“What’s in a name? That which we call a rose
By any other name would smell as sweet….”
~ William Shakespeare
Romeo and Juliet, Act. II, Scene II
What’s in a name? A lot. It’s how others identify and refer to us, and it’s important to get names right — people’s names and place names.
The Historic House at Green Spring Gardens and the land on which it stands have gone by many names. In their early days, both the land and the house were known by the owners’ names. In 1853, the property was advertised for sale as “the well known FARM known as Green Springs (formerly Moss’s Farm.)” This is the first known use of the Green Spring name. By 1859, the ‘s’ had been dropped, and it was listed as “The very desirable FARM known as GREEN SPRING.”
By the 1880s, the site was again referred to by its owner’s name and was identified in a 1924 auction announcement as “The Old Captain Beattie Farm.”
In the 1930s, the name reverted to Green Spring Farm, which stuck until 1970 when the Fairfax County Park Authority (FCPA) acquired the property from Michael and Belinda Straight. The FCPA changed the name to Green Spring Farm Park to reflect its use as a recreational resource, however staff and volunteers received incessant questions from eager callers and perplexed visitors about farm animals!
By the late 1980s, the site’s horticultural mission was firmly established, so in 1991, “Farm” was changed to “Gardens.” In the early 2000s, the name Green Spring Gardens Park was further refined to the present-day Green Spring Gardens.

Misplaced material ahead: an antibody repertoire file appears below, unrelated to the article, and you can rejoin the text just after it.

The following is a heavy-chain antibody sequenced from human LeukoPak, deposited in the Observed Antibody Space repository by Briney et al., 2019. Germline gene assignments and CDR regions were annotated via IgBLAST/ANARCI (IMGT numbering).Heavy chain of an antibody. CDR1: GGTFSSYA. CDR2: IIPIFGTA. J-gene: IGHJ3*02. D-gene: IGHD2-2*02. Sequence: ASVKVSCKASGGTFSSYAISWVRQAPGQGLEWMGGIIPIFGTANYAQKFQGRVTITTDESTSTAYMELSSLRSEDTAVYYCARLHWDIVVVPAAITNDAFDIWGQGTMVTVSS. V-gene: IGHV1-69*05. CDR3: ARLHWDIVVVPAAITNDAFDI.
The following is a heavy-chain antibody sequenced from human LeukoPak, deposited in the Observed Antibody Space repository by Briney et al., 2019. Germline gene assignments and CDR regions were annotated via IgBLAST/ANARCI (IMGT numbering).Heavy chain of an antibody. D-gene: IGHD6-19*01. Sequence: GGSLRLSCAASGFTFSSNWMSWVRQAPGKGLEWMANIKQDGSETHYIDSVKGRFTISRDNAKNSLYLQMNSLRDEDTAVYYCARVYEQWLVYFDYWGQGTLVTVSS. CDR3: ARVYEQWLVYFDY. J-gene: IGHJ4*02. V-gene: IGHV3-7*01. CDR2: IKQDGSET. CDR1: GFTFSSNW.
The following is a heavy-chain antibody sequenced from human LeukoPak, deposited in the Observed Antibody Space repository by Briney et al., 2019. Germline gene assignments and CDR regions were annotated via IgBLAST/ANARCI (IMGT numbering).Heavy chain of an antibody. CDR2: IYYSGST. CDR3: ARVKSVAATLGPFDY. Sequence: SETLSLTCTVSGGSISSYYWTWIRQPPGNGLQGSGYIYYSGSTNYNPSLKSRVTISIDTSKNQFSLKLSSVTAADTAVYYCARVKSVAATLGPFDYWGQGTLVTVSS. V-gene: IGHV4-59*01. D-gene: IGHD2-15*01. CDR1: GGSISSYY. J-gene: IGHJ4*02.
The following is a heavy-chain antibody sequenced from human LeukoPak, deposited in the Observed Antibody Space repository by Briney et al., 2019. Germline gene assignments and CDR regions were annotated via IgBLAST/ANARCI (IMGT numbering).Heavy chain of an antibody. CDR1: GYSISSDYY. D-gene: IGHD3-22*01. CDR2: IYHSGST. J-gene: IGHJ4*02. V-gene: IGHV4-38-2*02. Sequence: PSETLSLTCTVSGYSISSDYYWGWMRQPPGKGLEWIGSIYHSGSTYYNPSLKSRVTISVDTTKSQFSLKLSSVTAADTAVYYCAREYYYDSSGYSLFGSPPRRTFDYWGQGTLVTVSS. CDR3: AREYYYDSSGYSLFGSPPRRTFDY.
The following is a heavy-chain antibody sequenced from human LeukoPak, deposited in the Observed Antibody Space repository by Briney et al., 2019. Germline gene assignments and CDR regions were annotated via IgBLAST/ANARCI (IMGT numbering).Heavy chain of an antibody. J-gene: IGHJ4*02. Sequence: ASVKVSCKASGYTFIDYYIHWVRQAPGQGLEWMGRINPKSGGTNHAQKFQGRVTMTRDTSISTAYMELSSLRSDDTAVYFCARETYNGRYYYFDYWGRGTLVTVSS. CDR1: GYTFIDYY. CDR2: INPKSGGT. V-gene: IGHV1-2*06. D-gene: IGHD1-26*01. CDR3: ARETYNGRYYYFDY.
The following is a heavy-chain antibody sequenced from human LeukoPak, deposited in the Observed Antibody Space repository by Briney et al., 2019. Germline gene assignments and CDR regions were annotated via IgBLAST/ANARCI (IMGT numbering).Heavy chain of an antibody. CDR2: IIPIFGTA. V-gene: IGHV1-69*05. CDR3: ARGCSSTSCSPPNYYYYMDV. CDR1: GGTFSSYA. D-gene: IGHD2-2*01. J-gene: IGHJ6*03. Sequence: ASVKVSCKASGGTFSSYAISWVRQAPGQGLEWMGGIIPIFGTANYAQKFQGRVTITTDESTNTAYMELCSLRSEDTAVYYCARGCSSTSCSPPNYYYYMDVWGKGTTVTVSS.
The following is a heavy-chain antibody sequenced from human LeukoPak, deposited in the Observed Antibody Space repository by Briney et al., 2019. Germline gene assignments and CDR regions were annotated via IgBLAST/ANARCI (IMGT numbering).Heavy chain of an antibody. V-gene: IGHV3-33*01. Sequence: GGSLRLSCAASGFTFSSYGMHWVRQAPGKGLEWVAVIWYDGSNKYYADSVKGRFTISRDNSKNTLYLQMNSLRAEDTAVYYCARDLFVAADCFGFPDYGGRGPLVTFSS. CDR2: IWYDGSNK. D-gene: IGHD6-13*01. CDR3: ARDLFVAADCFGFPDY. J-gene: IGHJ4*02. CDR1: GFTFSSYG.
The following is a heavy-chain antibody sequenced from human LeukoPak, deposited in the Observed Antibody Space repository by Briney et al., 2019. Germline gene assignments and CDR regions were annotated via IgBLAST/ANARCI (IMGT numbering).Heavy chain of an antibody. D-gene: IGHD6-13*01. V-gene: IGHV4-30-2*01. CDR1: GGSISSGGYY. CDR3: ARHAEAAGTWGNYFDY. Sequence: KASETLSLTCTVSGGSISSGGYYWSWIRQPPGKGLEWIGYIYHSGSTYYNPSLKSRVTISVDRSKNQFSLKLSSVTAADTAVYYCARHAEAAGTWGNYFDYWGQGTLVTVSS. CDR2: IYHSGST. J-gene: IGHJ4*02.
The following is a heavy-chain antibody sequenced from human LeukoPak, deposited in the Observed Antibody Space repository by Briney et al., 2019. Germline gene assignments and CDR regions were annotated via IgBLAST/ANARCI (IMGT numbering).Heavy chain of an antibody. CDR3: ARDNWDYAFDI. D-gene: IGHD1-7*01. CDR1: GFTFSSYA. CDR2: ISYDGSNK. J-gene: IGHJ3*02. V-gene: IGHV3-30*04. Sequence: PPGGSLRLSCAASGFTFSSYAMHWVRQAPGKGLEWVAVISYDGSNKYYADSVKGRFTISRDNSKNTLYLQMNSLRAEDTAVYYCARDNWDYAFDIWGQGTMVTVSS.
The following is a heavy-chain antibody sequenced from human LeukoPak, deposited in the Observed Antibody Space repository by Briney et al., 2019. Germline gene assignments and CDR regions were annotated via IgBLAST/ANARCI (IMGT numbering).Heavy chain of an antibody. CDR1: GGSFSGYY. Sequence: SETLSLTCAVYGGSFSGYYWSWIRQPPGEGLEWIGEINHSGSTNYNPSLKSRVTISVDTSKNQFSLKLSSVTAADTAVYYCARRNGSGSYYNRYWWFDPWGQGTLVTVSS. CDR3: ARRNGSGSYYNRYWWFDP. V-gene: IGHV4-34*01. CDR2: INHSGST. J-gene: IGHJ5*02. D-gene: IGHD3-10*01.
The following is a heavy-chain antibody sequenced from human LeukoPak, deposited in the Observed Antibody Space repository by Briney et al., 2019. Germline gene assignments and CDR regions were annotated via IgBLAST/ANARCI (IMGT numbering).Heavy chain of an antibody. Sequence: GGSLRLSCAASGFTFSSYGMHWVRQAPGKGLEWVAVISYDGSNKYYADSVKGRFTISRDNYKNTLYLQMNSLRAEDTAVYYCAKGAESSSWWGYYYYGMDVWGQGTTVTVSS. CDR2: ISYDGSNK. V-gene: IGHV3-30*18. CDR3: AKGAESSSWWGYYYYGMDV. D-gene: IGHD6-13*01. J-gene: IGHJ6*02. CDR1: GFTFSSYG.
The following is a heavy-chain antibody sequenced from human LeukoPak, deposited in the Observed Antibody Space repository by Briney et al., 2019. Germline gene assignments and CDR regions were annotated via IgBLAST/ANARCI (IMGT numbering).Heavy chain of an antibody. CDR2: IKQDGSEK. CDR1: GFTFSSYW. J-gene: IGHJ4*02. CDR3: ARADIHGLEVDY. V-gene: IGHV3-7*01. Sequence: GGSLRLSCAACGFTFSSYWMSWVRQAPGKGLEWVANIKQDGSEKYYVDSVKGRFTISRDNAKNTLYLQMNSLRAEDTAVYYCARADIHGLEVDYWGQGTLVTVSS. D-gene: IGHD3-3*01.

The Historic House has changed names a few times, too. It’s been known as the “Old Moss House” and the “Beattie Residence.” In early sales advertisements, it’s described as the “Brick Dwelling House,” and an 1840 survey plat of Green Spring Farm identifies it as the “Mansion House.”
Michael Straight seems to have been the first to refer to the house as a “manor” — he sometimes referred to it as Weyanoke Manor, after the neighboring subdivision — and the name “Manor House” was adopted by the Park Authority in the 1970s. In 1995, the Fairfax County History Commission questioned the accuracy of the name, which was historically a European term and hadn’t been used in Virginia since the early 18th century. However, in the interest of continuity, the FCPA kept it.
In 2003, the current nomenclature was established. As the listing of Green Spring on the Virginia Landmarks Register and the National Register of Historic Places was nearing completion, former site historian Sherrie Chapman announced a new all-embracing name for the historic portion of Green Spring, which included the house, the spring house, and the Beatrix Farrand landscape: “Historic Green Spring.” And, because the house was never, in its historic period, called the “Manor House,” it became the “Historic House.”
Sherrie understood the power of a name, that incorporating the word “historic” more clearly defines identity and accentuates the historical significance of the house and surrounding landscape to visitors.
Places like Green Spring are never static, and their names often change to embody their histories, to differentiate them, and to convey their mission, relevance, and value.
So, what’s in a name? According to Juliet, not much. But names are important, and it behooves us to get them right. After all, a garden by any other name is not as sweet as Green Spring Gardens!
Author Debbie Waugh is the Historic House Coordinator.